Prospective International Survey: Global Evaluation of Echocardiography in Patients with COVID-19
Source: European Heart Journal – Cardiovascular Imaging (2020) 0, 1–10
While the severe acute respiratory syndrome coronavirus 2 (SARS-CoV-2) responsible for COVID-19 predominantly affects the respiratory tract, accumulating data suggest that COVID-19 can cause a wide range of cardiac conditions that include acute myocardial infarction, myocarditis, and stress cardiomyopathy. These may lead to acute left and right ventricular failure. Acute right ventricular failure may be also caused from pulmonary embolism or pneumonia. In COVID-19 patients with cardiogenic shock, virus particles have been observed in the myocardium and vascular endothelium.
The goal of this survey was to improve the understanding of the cardiac manifestations of COVID-19, and to provide insights into the characteristics of patients who would benefit most from echocardiography.
This global online survey was designed by the European Association of Cardiovascular Imaging (EACVI). COVID-19 patients were imaged as part of routine care. The survey included 11 questions that could be easily filled out by sonographers or clinicians on smartphones immediately after completion of echocardiographic studies.
In addition to demographics, the survey included information on comorbidities, symptom severity, COVID-19 status, presence of pneumonia, and the location in hospital where imaging was performed.
It also collected data on the indication for imaging: Suspected left heart failure, suspected right heart failure, chest pain with ST-segment elevation on the electrocardiogram, cardiac biomarker elevation [troponin or brain natriuretic peptide (BNP)], ventricular arrhythmia, suspected tamponade, or cardiogenic shock.
Finally, data about echocardiographic findings was collected: Left ventricular abnormalities (normal, mild, moderate, or severe systolic dysfunction, dilatation, evidence of new myocardial infarction, myocarditis, or takotsubo cardiomyopathy), right ventricular abnormalities (normal, mild or moderate, or severe systolic dysfunction, dilatation, D-shaped left ventricle, or elevated pulmonary artery pressure), or cardiac tamponade. The survey then captures whether the echocardiogram changed patient management.
The survey was conducted between April 3-20, 2020 and includes data from 1272 patients from 69 countries. 1216 (96%) patients were analyzed – age 62 (52–71) years, 70% male. 813 (73%) had confirmed COVID-19, and 298 (27%) had a high probability at the time of scanning. 60% of scans were performed in a critical care setting, with the remainder performed in general medicine, cardiology, respiratory, and dedicated COVID-19 wards. 54% of patients had severe symptoms and 19% had evidence of pneumonia. Pre-existing cardiac disease was reported in 26% of patients due to a combination of ischemic heart disease (14%), heart failure (9%), or valvular heart disease (7%). Hypertension (37%) and diabetes mellitus (19%) were also common. The most common indications for echocardiography were suspected left-sided heart failure (40%), elevated cardiac biomarkers (26%), and right-sided heart failure (20%).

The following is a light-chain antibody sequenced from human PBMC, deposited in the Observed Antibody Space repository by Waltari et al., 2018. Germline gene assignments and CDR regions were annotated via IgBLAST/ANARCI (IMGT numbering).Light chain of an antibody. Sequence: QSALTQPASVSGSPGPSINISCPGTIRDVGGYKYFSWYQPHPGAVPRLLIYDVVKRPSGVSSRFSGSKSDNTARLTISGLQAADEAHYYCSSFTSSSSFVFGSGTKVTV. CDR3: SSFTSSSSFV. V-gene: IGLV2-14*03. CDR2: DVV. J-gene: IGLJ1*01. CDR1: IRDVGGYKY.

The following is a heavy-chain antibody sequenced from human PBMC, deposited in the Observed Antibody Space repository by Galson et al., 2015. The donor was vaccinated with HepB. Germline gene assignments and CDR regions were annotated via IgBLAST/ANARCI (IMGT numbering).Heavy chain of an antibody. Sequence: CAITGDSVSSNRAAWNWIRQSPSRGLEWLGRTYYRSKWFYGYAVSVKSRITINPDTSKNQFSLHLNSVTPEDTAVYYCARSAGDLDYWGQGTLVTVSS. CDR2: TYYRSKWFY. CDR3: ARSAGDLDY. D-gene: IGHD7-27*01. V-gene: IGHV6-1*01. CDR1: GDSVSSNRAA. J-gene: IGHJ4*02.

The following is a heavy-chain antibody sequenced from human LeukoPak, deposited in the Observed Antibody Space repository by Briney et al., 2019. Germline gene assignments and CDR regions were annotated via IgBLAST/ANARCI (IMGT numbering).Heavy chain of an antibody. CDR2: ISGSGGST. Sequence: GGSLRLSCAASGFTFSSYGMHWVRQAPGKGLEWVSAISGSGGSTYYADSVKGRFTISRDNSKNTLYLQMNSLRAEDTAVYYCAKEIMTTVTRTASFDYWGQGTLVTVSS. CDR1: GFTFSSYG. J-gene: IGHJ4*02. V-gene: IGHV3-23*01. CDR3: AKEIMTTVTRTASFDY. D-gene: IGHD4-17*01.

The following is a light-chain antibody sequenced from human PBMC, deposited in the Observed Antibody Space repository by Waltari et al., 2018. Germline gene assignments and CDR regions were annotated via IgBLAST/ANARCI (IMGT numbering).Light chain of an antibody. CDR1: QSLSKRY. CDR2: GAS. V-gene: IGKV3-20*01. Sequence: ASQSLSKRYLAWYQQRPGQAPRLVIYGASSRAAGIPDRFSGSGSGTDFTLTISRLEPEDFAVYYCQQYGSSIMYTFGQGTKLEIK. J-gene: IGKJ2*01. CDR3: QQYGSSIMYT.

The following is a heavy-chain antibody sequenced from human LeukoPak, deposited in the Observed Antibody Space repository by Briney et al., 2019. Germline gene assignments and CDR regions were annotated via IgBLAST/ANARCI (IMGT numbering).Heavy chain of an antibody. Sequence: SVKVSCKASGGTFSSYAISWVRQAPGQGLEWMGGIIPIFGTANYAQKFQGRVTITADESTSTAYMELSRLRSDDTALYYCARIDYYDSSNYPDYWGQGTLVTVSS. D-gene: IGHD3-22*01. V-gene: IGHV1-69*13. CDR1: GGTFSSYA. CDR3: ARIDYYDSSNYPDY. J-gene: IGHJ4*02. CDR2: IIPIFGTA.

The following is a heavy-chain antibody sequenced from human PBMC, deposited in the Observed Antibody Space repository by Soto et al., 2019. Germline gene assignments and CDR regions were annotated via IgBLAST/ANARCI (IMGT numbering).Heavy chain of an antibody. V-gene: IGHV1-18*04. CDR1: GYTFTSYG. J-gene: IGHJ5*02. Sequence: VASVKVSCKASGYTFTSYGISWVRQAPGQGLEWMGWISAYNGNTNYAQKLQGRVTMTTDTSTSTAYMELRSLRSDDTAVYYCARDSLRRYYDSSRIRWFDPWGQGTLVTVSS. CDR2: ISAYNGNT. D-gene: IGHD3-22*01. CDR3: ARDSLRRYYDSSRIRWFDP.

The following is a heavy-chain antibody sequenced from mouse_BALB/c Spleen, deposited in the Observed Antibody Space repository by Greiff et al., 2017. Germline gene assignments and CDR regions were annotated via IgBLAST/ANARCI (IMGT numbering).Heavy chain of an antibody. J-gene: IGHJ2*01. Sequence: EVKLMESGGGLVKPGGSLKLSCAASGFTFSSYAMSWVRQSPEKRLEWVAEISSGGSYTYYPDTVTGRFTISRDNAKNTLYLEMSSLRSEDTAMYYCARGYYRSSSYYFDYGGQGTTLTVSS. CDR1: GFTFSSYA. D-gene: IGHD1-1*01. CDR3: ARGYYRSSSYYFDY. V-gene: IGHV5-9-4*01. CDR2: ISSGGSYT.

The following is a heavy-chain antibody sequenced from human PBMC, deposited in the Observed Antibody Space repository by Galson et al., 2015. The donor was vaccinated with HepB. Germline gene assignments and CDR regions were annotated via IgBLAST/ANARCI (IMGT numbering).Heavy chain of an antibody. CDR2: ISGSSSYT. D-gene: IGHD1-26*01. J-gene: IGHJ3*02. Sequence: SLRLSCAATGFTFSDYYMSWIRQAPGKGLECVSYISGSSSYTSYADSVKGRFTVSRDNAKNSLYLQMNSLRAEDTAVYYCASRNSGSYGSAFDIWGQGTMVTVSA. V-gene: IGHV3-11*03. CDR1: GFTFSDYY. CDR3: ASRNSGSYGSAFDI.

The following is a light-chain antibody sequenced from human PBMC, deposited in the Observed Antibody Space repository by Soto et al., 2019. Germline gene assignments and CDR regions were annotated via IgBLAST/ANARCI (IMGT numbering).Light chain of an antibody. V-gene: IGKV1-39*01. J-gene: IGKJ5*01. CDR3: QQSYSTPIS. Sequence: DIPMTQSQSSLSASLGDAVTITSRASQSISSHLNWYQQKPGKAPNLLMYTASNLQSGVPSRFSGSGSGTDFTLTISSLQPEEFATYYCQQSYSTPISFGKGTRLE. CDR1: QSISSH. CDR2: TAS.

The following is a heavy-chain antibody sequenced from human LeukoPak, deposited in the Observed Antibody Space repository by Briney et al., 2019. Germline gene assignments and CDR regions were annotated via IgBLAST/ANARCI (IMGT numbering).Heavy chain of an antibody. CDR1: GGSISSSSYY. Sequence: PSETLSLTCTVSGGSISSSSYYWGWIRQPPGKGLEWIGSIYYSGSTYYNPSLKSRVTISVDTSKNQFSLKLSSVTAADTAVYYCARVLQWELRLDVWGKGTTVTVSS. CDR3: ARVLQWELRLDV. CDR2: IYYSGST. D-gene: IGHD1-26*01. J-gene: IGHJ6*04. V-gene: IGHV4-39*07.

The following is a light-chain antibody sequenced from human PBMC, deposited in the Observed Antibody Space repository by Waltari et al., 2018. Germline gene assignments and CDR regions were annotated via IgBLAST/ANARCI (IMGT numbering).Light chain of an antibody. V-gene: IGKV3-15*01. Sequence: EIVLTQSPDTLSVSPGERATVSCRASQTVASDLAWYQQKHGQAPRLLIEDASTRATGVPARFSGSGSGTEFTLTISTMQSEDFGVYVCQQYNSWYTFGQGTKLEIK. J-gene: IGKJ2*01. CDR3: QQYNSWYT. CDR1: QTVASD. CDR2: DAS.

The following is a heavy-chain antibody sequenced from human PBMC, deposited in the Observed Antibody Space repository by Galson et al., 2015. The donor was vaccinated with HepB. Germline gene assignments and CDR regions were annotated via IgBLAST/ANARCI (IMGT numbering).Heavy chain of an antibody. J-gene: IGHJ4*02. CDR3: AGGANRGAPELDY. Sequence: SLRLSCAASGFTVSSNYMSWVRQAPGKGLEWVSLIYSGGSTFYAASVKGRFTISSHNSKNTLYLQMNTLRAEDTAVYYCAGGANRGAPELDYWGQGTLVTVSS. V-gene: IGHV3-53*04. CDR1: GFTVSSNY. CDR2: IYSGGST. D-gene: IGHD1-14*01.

Left ventricular abnormalities were reported in 479 (39%) patients, with echocardiographic evidence of new myocardial infarction in 36 (3%), myocarditis in 35 (3%), and takotsubo cardiomyopathy in 19 (2%). Right ventricular abnormalities were reported in 397 (33%) patients, with mild or moderate right ventricular impairment in 19% and severe impairment in 6%. Right ventricular dilatation (15%), elevated pulmonary artery pressures (8%), and a D-shaped left ventricle (4%) were reported less frequently. Cardiac tamponade and endocarditis were reported in 11 (1%) and 14 (1%) patients, respectively. Severe cardiac disease, defined as severe left or right ventricular dysfunction or cardiac tamponade, was reported in 1 in 7 patients (n = 182, 15%).
CHANGE IN MANAGEMENT
In 405 (33%) patients, an immediate change in management due to the echocardiogram was reported. An immediate change in management occurred more often in those patients with an abnormal compared with a normal echocardiogram (45% vs. 20%, P < 0.001). The echocardiogram also facilitated decisions regarding changes in the level of patient care in 8% (32/405), and guided titration of hemodynamic support in 13% (51/405).